The greatest companies in the world also have some of the most stringent recruitment policies and practices because they understand that a company is successful when people share its core values and embrace it as part of the culture. Hire not only for skill, but for culture fit, especially in the early stages of the business. Those first staff members will eventually become decision makers in future, and their habits and practices will have an impact on the daily interactions of new employees. That is how great companies build a strong culture – with people. AirBnB CEO Brian Chesky took six months to hire his first employee – an engineer – because he saw the hire as someone more than just an engineer to help build a product but a longer term investment into the company’s culture and DNA. The people shape the culture.
Building a company’s narrative arc involves telling a unique story. Elements of a narrative can be formal such as Coca Cola celebrating its heritage with a World of Coke museum, or stories of Steve Jobs’ early fascination with calligraphy that shaped the brands aesthetic-oriented culture. Your company’s history when shaped and retold can serve as a powerful narrative that gives meaning to your company’s culture.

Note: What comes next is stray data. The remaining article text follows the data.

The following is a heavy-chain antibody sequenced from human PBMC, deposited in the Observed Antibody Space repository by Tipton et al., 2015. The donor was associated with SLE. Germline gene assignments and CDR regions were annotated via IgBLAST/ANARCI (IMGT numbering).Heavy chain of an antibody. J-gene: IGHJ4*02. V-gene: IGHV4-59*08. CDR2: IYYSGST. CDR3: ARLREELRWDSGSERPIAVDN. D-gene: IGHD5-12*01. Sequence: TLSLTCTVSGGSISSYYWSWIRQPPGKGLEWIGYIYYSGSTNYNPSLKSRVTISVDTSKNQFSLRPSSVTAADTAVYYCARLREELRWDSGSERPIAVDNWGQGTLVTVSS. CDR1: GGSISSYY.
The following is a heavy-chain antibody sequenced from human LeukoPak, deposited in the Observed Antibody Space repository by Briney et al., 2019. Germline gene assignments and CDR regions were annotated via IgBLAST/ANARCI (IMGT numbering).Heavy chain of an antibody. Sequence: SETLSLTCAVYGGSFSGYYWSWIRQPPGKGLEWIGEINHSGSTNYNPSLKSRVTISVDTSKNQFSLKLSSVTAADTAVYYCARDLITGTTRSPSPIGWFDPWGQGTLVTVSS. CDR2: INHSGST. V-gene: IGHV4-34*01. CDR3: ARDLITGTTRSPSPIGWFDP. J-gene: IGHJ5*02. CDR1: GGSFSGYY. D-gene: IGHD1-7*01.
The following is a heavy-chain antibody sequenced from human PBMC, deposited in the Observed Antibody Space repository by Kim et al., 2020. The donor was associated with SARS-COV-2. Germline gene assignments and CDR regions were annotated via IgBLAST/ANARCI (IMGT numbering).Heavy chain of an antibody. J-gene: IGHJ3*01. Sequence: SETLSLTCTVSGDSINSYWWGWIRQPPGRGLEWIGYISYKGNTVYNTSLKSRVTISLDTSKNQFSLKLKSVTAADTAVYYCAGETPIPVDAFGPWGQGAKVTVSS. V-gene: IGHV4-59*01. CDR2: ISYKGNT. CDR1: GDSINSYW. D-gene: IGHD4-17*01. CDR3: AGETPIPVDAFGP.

Pixar has a huge open atrium where employees run into each other throughout the day and interact in informal unplanned ways. Tech firms cluster in Silicon Valley and financial firms in London and New York. In Singapore, Disney and LucasFilms are based in one-north – an area designated for media and interactive, design and digital companies whereas startups congregate in BLK 71. What is the reason behind all the phenomena? Well, place shapes culture. An open architecture is more conducive for collaboration. Certain cities and countries have local cultures that aligns with the culture a firm is trying to create. Office locations play a big part in reflecting a company’s culture; the architecture and design ultimately impacts the values and behaviours of people in a workplace.